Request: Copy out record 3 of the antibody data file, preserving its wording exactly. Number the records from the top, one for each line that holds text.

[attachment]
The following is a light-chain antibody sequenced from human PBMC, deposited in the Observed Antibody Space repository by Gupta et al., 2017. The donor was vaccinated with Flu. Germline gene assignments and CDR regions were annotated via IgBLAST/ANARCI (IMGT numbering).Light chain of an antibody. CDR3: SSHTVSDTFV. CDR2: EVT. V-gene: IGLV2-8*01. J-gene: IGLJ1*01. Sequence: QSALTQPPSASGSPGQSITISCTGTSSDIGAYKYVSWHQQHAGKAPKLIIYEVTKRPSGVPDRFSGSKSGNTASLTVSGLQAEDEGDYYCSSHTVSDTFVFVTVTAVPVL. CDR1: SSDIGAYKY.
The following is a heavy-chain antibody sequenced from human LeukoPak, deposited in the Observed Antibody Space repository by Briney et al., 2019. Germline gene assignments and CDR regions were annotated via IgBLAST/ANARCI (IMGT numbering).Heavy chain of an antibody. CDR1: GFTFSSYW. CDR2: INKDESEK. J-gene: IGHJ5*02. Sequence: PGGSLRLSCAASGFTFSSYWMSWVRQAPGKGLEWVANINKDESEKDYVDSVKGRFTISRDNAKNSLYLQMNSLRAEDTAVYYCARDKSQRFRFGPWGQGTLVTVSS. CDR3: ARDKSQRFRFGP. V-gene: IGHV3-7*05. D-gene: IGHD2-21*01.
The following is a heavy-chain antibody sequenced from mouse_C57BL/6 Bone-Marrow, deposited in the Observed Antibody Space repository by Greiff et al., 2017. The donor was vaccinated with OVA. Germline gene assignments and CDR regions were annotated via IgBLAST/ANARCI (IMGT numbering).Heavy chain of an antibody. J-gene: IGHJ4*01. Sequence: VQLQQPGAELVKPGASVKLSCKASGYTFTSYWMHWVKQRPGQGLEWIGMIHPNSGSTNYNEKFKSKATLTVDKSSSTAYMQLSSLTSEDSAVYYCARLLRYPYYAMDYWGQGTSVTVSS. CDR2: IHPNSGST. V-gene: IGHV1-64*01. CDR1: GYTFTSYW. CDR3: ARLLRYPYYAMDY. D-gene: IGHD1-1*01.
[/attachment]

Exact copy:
The following is a heavy-chain antibody sequenced from mouse_C57BL/6 Bone-Marrow, deposited in the Observed Antibody Space repository by Greiff et al., 2017. The donor was vaccinated with OVA. Germline gene assignments and CDR regions were annotated via IgBLAST/ANARCI (IMGT numbering).Heavy chain of an antibody. J-gene: IGHJ4*01. Sequence: VQLQQPGAELVKPGASVKLSCKASGYTFTSYWMHWVKQRPGQGLEWIGMIHPNSGSTNYNEKFKSKATLTVDKSSSTAYMQLSSLTSEDSAVYYCARLLRYPYYAMDYWGQGTSVTVSS. CDR2: IHPNSGST. V-gene: IGHV1-64*01. CDR1: GYTFTSYW. CDR3: ARLLRYPYYAMDY. D-gene: IGHD1-1*01.